The Unit has adopted a “workstream” approach. At the core of this approach is a commitment to making a real and meaningful contribution to the solution or amelioration of a problem regarded as significant to patients, members of the public, or NHS staff. The Unit screens all potential issues according to 5 key . If adopted then the Unit makes a commitment to pursuing the problem over a number of research projects and period of time until meaningful impact is achieved (at minimum a contribution to new clinical guidelines). This approach ensures that the Unit does not engage in single one-off research projects that may result in academic publications and grant income for the HEI but make little if any contribution to practice. Our current strategic focus means that we are largely but not exclusively focused on the following conditions:
Relationship to Policy:
All Unit research operates in support of either broad or more specific priorities expressed in ongoing policy. At a more broad level all research supports the objectives of the NHS Quality Strategy:
- Effective: The Interventions programme supports the development of effective practice across the NMAHP professions. The Quality and Delivery of Care programme focusses on enhancing delivery of these to maximise reach into the population; the programme also examines issues surrounding the quality of current delivery including person-centred care and the optimum models of delivery of services. The Unit also supports a significant number of Cochrane systematic reviews that highlight current best practice.
- Patient-centred: The Unit is currently evaluating two national initiatives to develop more person-centred care on hospital wards (Caring Behaviours Assurance System (CBAS) and Releasing Time to Care). These are likely to be the largest and most sophisticated assessments of such interventions yet to take place in the UK.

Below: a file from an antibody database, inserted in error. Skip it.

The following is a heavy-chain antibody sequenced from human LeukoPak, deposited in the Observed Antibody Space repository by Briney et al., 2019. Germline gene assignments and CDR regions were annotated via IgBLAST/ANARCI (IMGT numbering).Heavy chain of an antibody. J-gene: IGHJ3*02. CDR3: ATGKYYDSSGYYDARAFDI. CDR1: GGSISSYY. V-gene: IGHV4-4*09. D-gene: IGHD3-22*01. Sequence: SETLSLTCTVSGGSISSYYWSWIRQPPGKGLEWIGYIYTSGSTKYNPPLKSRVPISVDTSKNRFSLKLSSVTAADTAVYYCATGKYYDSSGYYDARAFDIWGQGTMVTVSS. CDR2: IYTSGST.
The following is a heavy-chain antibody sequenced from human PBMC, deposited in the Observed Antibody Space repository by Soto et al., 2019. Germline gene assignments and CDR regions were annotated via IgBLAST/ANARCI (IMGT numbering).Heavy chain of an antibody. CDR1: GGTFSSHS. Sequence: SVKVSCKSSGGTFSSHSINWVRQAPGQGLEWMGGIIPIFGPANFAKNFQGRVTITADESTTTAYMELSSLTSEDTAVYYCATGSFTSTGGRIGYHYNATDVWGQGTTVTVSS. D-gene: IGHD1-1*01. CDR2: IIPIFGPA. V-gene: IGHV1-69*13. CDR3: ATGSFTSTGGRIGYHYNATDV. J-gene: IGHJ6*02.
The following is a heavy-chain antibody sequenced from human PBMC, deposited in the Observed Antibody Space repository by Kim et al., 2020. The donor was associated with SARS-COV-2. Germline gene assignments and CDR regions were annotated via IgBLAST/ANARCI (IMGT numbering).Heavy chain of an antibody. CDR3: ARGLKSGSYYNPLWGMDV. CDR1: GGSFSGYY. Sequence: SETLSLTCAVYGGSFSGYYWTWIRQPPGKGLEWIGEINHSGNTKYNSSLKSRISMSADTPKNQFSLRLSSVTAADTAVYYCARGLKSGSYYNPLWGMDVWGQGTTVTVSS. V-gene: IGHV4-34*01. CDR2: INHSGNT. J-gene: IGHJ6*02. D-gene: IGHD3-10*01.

- Safe: We are investigating the current quality and delivery of a range of issues in order to inform new approaches (e.g. the quality of care among the 5000 patients with psychiatric emergency delivered to hospital A&E). In addition, we are also investigating the ways in which non-patient-centred care (including poor healthcare experience and lack of caring) can lead to poor health and clinical outcomes.
This includes: 1) Does the problem fall sufficiently within the domain of Nurses, Midwives or Allied Health Professionals to justify Unit involvement? 2) Is the issue sufficiently significant in terms of size, severity, costs and patient/policy priority? 3) Is it likely that the work stream could make a significant and demonstrable impact? 4) Does the Unit have the skills and resources to deliver rigorous and original research? 5) Confirmation that pursuit of this project would not replace the pursuit of another project currently needed to further the progress of another work stream.